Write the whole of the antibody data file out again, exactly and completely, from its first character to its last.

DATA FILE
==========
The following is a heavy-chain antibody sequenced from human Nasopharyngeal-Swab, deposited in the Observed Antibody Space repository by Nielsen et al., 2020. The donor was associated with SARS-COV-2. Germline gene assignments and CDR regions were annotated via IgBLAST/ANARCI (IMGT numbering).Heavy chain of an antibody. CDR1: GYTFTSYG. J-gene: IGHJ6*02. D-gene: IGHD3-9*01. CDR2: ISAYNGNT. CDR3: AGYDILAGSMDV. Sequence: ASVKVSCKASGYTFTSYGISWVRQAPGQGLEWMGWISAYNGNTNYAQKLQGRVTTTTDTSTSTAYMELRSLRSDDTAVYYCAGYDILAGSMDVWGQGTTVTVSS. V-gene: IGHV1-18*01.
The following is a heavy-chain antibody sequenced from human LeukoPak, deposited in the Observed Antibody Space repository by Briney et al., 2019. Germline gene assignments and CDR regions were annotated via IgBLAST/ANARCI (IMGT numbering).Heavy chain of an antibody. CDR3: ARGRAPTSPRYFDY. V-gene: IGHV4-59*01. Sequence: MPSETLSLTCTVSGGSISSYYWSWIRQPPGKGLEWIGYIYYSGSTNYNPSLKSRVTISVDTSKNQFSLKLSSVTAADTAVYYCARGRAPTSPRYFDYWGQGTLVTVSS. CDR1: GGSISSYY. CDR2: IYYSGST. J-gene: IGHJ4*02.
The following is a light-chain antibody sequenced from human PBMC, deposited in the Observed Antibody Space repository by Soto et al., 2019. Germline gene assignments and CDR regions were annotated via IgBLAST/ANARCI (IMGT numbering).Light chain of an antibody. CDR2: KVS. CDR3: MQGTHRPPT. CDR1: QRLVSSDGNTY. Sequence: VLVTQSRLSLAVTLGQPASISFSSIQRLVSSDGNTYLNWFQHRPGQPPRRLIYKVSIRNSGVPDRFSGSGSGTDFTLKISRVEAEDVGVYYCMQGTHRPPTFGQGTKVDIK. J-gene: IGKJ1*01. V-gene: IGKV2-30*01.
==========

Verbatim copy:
The following is a heavy-chain antibody sequenced from human Nasopharyngeal-Swab, deposited in the Observed Antibody Space repository by Nielsen et al., 2020. The donor was associated with SARS-COV-2. Germline gene assignments and CDR regions were annotated via IgBLAST/ANARCI (IMGT numbering).Heavy chain of an antibody. CDR1: GYTFTSYG. J-gene: IGHJ6*02. D-gene: IGHD3-9*01. CDR2: ISAYNGNT. CDR3: AGYDILAGSMDV. Sequence: ASVKVSCKASGYTFTSYGISWVRQAPGQGLEWMGWISAYNGNTNYAQKLQGRVTTTTDTSTSTAYMELRSLRSDDTAVYYCAGYDILAGSMDVWGQGTTVTVSS. V-gene: IGHV1-18*01.
The following is a heavy-chain antibody sequenced from human LeukoPak, deposited in the Observed Antibody Space repository by Briney et al., 2019. Germline gene assignments and CDR regions were annotated via IgBLAST/ANARCI (IMGT numbering).Heavy chain of an antibody. CDR3: ARGRAPTSPRYFDY. V-gene: IGHV4-59*01. Sequence: MPSETLSLTCTVSGGSISSYYWSWIRQPPGKGLEWIGYIYYSGSTNYNPSLKSRVTISVDTSKNQFSLKLSSVTAADTAVYYCARGRAPTSPRYFDYWGQGTLVTVSS. CDR1: GGSISSYY. CDR2: IYYSGST. J-gene: IGHJ4*02.
The following is a light-chain antibody sequenced from human PBMC, deposited in the Observed Antibody Space repository by Soto et al., 2019. Germline gene assignments and CDR regions were annotated via IgBLAST/ANARCI (IMGT numbering).Light chain of an antibody. CDR2: KVS. CDR3: MQGTHRPPT. CDR1: QRLVSSDGNTY. Sequence: VLVTQSRLSLAVTLGQPASISFSSIQRLVSSDGNTYLNWFQHRPGQPPRRLIYKVSIRNSGVPDRFSGSGSGTDFTLKISRVEAEDVGVYYCMQGTHRPPTFGQGTKVDIK. J-gene: IGKJ1*01. V-gene: IGKV2-30*01.